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Devastated family pay tribute to ex-soldier Mitchell Wickenden found dead in Southampton
HE was a popular “cheeky chappy” with a heart of gold who could win anyone over with his smile.
Those are the words used by the devastated family of former Hampshire soldier Mitchell Wickenden after he was found dead at his home aged just 25.
The body of the former private with the 1st Battalion, Princess of Wales’s Royal Regiment, was discovered by police who broke into his Southampton flat when relatives raised the alarm because they couldn’t contact him. He was found hanged.
Today, as a post-mortem examination was due to take place to determine his cause of death, his grieving relatives paid tribute to Mitchell but said they could not come to terms with what had happened.
Sister Sadie, 26, told how he had been devastated after a catalogue of recent events that included splitting from his girlfriend and losing his job as a driver’s mate with an electrical firm.
But she added that they would never know the impact of a sixmonth tour of duty on the frontline in Iraq had had on him. He was later discharged from the Army on medical grounds.
It was in 2006 that Mitchell, an avid Saints fan then just 18, went to the troubled country alongside some 600 soldiers from 1PWRR, nicknamed The Tigers. When he returned he was immediately posted to Catterick, north Yorkshire, before he left the job he had grown up wanting to do.
Sadie said: “He never got over what happened in the Army. He said he could not handle it mentally, but you can’t blame him as they were just children going out to war.
“There was stuff he just didn’t tell anyone, he would only let you see what he wanted you to see.
“I can’t get my head around it. I don’t think it has sunk in yet. I never knew he was feeling that low.”
She added: “He was such a funny guy who made friends so easily. He was also a real ladies’ man who had a heart of gold and trusted people, perhaps too much.
“He was an amazing uncle and adored all of his nieces and nephews including my son Dylan who just runs around shouting out his name.”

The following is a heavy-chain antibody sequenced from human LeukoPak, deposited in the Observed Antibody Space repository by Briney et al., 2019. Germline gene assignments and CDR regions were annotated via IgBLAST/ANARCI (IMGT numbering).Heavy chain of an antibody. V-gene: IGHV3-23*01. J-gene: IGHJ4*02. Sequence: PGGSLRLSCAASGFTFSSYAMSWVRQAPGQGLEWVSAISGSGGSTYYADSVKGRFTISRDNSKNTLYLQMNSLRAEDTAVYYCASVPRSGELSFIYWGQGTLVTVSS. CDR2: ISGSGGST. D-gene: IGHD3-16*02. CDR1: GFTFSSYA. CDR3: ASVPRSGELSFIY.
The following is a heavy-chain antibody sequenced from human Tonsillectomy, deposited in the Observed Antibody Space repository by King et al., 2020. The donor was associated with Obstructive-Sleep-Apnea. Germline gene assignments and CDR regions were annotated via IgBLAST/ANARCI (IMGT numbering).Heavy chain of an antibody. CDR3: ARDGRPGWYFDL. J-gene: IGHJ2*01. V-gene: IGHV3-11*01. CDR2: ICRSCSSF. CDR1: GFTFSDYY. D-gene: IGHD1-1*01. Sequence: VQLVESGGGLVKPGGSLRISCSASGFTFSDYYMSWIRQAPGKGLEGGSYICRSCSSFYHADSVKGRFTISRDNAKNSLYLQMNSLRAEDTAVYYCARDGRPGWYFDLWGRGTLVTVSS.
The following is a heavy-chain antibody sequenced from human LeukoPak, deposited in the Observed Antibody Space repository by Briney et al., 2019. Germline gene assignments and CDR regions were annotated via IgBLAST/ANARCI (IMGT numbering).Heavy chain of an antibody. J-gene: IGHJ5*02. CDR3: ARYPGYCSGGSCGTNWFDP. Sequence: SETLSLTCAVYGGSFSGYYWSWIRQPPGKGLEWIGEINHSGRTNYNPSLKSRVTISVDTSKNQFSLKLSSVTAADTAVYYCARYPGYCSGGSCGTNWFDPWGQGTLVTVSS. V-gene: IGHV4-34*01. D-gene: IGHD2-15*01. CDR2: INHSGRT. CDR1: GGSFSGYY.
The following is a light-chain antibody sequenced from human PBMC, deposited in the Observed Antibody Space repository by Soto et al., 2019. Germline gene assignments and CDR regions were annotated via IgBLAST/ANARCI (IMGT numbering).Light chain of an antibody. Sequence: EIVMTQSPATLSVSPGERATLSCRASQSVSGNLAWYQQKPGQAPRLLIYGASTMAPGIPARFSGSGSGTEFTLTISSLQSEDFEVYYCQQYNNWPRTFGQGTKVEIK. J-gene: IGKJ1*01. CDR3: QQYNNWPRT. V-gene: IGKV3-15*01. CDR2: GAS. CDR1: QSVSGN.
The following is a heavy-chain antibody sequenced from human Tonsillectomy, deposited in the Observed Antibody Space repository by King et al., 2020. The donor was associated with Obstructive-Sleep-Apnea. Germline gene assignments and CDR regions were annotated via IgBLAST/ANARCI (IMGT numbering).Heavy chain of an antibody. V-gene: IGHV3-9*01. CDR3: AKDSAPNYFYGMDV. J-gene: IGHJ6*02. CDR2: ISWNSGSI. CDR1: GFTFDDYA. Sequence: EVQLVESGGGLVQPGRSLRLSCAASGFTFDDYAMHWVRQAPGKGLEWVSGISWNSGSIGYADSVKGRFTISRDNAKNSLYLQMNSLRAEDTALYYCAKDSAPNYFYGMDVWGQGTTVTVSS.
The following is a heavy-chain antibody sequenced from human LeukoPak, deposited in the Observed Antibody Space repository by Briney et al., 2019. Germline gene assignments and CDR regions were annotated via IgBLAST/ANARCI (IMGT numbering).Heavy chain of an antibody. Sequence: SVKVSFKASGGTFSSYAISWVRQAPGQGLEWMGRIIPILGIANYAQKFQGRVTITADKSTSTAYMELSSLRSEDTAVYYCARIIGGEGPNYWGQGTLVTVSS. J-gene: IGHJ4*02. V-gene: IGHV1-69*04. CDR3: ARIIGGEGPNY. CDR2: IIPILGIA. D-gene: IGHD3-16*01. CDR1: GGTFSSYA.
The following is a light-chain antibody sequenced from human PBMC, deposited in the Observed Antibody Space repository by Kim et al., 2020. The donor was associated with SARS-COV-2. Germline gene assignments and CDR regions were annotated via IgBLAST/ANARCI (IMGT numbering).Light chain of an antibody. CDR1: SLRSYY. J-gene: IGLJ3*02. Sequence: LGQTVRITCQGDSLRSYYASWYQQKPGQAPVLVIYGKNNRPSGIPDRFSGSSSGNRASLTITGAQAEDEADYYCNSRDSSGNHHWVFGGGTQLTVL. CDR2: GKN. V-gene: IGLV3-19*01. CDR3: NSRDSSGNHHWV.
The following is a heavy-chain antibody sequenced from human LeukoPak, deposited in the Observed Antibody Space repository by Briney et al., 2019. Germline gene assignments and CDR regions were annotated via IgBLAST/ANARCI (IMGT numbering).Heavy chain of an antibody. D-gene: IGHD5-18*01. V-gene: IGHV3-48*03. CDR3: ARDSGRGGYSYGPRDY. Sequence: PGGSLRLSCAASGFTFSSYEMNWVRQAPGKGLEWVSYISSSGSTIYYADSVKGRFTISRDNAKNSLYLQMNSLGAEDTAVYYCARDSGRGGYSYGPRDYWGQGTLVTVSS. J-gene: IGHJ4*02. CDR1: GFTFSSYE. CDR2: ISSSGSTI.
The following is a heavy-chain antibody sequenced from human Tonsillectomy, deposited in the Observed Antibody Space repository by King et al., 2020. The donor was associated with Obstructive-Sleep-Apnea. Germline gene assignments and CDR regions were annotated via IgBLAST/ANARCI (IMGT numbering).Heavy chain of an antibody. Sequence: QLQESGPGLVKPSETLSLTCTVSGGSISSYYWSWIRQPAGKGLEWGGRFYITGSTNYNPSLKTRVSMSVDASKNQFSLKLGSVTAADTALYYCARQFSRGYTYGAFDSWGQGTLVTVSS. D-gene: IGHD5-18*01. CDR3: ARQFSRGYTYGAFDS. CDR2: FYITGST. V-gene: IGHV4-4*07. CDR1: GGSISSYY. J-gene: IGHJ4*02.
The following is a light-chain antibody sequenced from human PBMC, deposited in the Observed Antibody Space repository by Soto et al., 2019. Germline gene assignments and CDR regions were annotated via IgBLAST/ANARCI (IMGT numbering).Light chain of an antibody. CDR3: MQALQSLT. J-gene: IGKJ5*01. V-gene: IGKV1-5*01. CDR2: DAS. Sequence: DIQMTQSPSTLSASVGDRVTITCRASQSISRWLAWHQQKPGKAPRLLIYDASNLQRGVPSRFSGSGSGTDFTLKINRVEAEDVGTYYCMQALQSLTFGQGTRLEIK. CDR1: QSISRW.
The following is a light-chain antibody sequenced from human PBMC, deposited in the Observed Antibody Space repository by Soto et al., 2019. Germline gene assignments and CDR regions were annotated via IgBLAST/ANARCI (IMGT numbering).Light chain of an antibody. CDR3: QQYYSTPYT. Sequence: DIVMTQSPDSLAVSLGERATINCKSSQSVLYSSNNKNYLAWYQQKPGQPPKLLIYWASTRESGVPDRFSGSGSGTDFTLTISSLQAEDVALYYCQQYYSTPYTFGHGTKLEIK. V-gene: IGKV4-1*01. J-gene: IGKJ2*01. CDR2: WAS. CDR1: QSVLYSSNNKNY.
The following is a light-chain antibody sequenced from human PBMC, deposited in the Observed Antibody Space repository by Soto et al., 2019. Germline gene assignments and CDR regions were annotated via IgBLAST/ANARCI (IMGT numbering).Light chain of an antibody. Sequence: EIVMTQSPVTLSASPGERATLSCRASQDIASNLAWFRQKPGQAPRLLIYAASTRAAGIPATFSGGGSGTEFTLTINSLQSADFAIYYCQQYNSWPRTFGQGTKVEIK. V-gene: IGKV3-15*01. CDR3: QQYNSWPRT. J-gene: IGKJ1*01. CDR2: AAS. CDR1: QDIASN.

Sadie’s tributes were echoed by her devastated grandparents David and Rosemary, who have cared for her and Mitchell since they were aged nine and eight respectively.
Speaking from their home in Redbridge, they told how they had last seen their grandson when he came for dinner, as he did most days, last Friday night kissing them goodbye as he left.
Throughout his childhood, during which he attended Bellemoor School in Shirley, he enjoyed annual family holidays to France or Spain and was taught to swim by the couple.
It was his grandparents and siblings who he said he missed terribly when interviewed by the Daily Echo during his time in Iraq.
David said: “He was a well liked lad who was in the cadets when he was growing up but only ever wanted to join the Army.
“We went to his passing out parade when he was awarded a cup for the best physical training recruit and it was our proudest moment.
“We didn’t agree with the war, but I was a soldier myself and this was his job so of course we were proud of him.
“When he came back from Iraq he came to live with us but never really talked about it. We would say things to him, try and talk, but he was always quiet.
“Mitchell was your typical lad of his age, but he always wanted to be working. He also loved his family and his nephew – and he adored him.”
Rosemary added: “You just never expect your children let alone your grandchildren to go before you. We are devastated.”
Mitchell’s body was found at his home in Witts Hill, Midanbury, on Monday morning.
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